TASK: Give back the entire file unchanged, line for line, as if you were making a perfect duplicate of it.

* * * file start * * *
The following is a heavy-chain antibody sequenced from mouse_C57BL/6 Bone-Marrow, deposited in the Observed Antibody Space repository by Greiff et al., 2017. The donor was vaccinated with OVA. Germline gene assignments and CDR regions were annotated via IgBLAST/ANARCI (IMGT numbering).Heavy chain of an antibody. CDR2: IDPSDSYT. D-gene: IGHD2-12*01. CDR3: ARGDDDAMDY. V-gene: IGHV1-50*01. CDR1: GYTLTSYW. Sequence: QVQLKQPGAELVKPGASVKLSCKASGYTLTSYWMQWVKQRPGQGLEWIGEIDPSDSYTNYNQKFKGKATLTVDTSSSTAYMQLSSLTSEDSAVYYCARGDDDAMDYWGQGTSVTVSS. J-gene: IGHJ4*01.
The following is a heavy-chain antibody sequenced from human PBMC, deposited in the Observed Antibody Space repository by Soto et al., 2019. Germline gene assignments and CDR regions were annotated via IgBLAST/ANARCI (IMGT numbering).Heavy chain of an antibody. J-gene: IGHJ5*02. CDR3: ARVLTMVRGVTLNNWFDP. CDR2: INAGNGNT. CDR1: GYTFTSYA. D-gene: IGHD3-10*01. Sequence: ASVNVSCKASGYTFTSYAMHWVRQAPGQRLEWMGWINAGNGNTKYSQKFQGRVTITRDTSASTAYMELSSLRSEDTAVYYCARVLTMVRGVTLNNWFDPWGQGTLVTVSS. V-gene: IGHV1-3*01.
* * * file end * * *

The following is a heavy-chain antibody sequenced from mouse_C57BL/6 Bone-Marrow, deposited in the Observed Antibody Space repository by Greiff et al., 2017. The donor was vaccinated with OVA. Germline gene assignments and CDR regions were annotated via IgBLAST/ANARCI (IMGT numbering).Heavy chain of an antibody. CDR2: IDPSDSYT. D-gene: IGHD2-12*01. CDR3: ARGDDDAMDY. V-gene: IGHV1-50*01. CDR1: GYTLTSYW. Sequence: QVQLKQPGAELVKPGASVKLSCKASGYTLTSYWMQWVKQRPGQGLEWIGEIDPSDSYTNYNQKFKGKATLTVDTSSSTAYMQLSSLTSEDSAVYYCARGDDDAMDYWGQGTSVTVSS. J-gene: IGHJ4*01.
The following is a heavy-chain antibody sequenced from human PBMC, deposited in the Observed Antibody Space repository by Soto et al., 2019. Germline gene assignments and CDR regions were annotated via IgBLAST/ANARCI (IMGT numbering).Heavy chain of an antibody. J-gene: IGHJ5*02. CDR3: ARVLTMVRGVTLNNWFDP. CDR2: INAGNGNT. CDR1: GYTFTSYA. D-gene: IGHD3-10*01. Sequence: ASVNVSCKASGYTFTSYAMHWVRQAPGQRLEWMGWINAGNGNTKYSQKFQGRVTITRDTSASTAYMELSSLRSEDTAVYYCARVLTMVRGVTLNNWFDPWGQGTLVTVSS. V-gene: IGHV1-3*01.